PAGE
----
Caring for the caregiver


part one

Meet Jennifer, 43-years-old, married, mother of two. Jennifer recently lost her 75-year-old mother, Lena, a hearty robust woman who was hardly sick a day in her life. She seemed to be adjusting well after the death two years ago of her long time spouse of 50 years, Jennifer’s father. Everyone including Lena thought she would have several good years to enjoy life without the demanding role as primary caregiver of her ailing spouse. Jennifer is still reeling from the shock of losing both her parents in such a short time.

Jennifer’s father had been suffering with Alzheimer’s for the past decade. Lena, Jennifer and her siblings with the help of other family and friends chose to care for him at home. For the most part he needed help with the basic activities of daily living- bathing, dressing, eating, all very seemingly simple tasks, but always 24/7.

Lena did a commendable job caring for her husband and did her best to share her care giving role. Although she typically failed to get enough rest, keep her own doctor’s appointments, exercise, garden and pursue all the things that gave her life diversity and some mental down time from her constant role as primary caregiver.

Unfortunately new studies indicate Lena is one of 15 million people in the US that have daily personal care responsibilities for another older person. Sadly some 63 percent of these elderly caregivers are at risk of premature aging and death. Similar studies found 50+ percent of elderly caregivers age 75 have the immunity of a 90-95 year old leaving them susceptible to infections, poor physiological adaptability and cancer.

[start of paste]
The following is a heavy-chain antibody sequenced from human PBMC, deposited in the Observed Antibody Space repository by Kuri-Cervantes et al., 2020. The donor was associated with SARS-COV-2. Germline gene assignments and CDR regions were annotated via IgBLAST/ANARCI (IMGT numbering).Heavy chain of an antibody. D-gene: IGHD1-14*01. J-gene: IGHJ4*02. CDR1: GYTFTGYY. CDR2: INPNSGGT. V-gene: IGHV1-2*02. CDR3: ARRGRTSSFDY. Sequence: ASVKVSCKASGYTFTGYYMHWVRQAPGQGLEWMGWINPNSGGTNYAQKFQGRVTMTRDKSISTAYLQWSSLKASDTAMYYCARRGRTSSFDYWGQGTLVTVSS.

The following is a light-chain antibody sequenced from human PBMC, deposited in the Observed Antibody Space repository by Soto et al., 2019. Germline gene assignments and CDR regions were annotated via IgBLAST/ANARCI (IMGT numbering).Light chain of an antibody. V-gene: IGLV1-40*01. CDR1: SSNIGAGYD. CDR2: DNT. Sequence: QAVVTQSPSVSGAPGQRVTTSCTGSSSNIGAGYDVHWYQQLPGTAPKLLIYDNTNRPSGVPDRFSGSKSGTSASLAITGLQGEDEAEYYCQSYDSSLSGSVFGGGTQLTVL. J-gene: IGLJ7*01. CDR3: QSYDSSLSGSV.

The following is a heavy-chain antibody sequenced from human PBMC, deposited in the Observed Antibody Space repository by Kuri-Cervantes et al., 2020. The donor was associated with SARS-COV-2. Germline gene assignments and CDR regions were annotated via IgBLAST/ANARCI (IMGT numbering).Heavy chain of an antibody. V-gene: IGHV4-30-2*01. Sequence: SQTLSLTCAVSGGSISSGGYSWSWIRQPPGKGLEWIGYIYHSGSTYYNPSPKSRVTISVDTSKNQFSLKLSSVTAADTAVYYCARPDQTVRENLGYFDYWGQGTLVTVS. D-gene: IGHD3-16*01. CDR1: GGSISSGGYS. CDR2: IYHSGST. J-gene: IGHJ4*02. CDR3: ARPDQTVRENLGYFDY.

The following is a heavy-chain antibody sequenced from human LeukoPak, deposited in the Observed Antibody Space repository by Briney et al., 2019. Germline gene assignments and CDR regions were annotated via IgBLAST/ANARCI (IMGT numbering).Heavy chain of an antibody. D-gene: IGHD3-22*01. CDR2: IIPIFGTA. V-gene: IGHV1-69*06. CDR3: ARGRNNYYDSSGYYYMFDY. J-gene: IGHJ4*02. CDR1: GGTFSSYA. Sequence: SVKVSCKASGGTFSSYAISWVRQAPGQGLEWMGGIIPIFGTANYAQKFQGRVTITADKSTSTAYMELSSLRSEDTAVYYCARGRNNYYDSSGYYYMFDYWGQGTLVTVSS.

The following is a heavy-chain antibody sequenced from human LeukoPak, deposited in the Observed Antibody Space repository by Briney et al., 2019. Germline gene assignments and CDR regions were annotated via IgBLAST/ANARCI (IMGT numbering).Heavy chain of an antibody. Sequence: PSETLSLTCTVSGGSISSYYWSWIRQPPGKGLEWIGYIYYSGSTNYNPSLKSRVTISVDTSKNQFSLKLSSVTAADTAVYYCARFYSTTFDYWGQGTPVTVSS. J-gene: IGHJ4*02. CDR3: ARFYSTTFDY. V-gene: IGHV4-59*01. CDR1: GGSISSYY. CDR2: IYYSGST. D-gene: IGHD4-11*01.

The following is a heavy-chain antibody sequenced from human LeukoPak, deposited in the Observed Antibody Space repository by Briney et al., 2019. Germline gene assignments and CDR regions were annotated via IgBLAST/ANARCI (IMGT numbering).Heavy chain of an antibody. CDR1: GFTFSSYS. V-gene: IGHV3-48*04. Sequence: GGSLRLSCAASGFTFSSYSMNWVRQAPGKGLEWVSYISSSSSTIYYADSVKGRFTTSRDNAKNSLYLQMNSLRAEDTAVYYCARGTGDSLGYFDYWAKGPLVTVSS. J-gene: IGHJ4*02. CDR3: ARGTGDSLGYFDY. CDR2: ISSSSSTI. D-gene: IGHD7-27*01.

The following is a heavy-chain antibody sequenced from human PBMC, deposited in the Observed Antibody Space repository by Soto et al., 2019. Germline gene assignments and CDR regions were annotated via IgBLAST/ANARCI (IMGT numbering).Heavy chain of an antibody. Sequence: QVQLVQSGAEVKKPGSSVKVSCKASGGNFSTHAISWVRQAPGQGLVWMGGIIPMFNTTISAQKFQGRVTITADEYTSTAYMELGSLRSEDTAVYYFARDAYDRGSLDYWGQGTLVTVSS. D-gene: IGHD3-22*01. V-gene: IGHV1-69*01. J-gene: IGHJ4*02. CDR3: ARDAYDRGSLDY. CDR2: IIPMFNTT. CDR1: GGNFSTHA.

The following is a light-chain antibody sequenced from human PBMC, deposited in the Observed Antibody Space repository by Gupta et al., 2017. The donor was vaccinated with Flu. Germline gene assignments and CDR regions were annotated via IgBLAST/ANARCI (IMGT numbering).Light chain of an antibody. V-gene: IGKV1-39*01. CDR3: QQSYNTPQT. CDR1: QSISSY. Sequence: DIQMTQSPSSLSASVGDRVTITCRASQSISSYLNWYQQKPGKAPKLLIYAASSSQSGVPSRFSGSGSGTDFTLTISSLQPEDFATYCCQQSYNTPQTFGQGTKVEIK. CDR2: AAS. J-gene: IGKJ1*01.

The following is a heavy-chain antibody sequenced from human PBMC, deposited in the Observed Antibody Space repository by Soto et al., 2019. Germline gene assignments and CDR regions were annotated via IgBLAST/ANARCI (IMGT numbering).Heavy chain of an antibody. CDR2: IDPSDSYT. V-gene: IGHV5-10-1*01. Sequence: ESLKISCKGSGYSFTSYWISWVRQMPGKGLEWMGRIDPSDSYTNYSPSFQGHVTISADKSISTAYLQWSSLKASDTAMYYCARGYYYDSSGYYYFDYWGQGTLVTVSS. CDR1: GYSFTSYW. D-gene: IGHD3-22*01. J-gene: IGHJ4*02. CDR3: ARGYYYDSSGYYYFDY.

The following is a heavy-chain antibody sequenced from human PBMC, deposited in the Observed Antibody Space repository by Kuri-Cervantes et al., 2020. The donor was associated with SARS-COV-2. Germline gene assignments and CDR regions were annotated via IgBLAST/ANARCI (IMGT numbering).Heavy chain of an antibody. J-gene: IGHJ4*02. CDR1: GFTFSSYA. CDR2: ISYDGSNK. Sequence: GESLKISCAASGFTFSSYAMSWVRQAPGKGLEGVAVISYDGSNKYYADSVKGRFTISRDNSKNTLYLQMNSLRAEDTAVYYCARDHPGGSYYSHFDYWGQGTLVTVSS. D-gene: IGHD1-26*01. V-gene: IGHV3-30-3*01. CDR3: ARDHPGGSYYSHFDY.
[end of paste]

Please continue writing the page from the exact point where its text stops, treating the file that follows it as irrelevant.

These same studies suggest that older married couples with care recipient and caregiver needs should be evaluated as a unit assessing the health of both, adaptability to change and the strength of their remaining social group including family and friends. The assessment of the elderly caregiver should include help recognizing their own limitations as caregivers and validation of their own needs. Most caregivers feel the needs of their loved one are greater than their own and the last of their really good years are allowed to slip away in a selfless form of neglect.

Having been in the caregiving profession all my adult life I’ve seen this phenomenon many times. One would think after the loved one passes, the burden lifted, the quality of life for the caregiver would improve. Many older individuals will elude that the caregiver had nothing more to live for and simply chose to die. But what about individuals like Lena that seemed ready to move on, so full of life?

Besides what is becoming the obvious, the elderly with precious little reserve caring for the elderly we need a better perspective on end of life quality. When the care given did not result in renewed life and is instead viewed as a failure it may be a bigger blow than is humanly possible to handle. Sad as it may be it is not our failure that our loving care did not keep our loved one from dying. All of us here on the earth own a body that will some day close down.